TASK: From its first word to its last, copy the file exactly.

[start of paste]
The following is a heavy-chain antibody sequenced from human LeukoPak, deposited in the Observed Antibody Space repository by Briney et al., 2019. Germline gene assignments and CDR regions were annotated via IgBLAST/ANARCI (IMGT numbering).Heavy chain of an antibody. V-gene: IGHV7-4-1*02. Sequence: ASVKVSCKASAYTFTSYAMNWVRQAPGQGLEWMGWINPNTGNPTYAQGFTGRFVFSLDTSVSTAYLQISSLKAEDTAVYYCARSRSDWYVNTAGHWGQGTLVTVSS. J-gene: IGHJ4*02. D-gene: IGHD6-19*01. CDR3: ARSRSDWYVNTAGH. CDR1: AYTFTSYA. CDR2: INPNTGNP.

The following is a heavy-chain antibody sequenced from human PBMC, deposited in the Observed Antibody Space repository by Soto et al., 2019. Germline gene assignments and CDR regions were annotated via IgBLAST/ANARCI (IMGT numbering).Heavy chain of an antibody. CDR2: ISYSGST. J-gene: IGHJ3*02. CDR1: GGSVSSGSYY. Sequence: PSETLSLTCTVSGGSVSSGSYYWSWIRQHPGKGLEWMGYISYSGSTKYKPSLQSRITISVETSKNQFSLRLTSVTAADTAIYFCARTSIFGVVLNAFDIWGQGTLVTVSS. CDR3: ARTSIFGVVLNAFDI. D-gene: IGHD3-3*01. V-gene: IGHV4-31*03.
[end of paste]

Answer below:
The following is a heavy-chain antibody sequenced from human LeukoPak, deposited in the Observed Antibody Space repository by Briney et al., 2019. Germline gene assignments and CDR regions were annotated via IgBLAST/ANARCI (IMGT numbering).Heavy chain of an antibody. V-gene: IGHV7-4-1*02. Sequence: ASVKVSCKASAYTFTSYAMNWVRQAPGQGLEWMGWINPNTGNPTYAQGFTGRFVFSLDTSVSTAYLQISSLKAEDTAVYYCARSRSDWYVNTAGHWGQGTLVTVSS. J-gene: IGHJ4*02. D-gene: IGHD6-19*01. CDR3: ARSRSDWYVNTAGH. CDR1: AYTFTSYA. CDR2: INPNTGNP.

The following is a heavy-chain antibody sequenced from human PBMC, deposited in the Observed Antibody Space repository by Soto et al., 2019. Germline gene assignments and CDR regions were annotated via IgBLAST/ANARCI (IMGT numbering).Heavy chain of an antibody. CDR2: ISYSGST. J-gene: IGHJ3*02. CDR1: GGSVSSGSYY. Sequence: PSETLSLTCTVSGGSVSSGSYYWSWIRQHPGKGLEWMGYISYSGSTKYKPSLQSRITISVETSKNQFSLRLTSVTAADTAIYFCARTSIFGVVLNAFDIWGQGTLVTVSS. CDR3: ARTSIFGVVLNAFDI. D-gene: IGHD3-3*01. V-gene: IGHV4-31*03.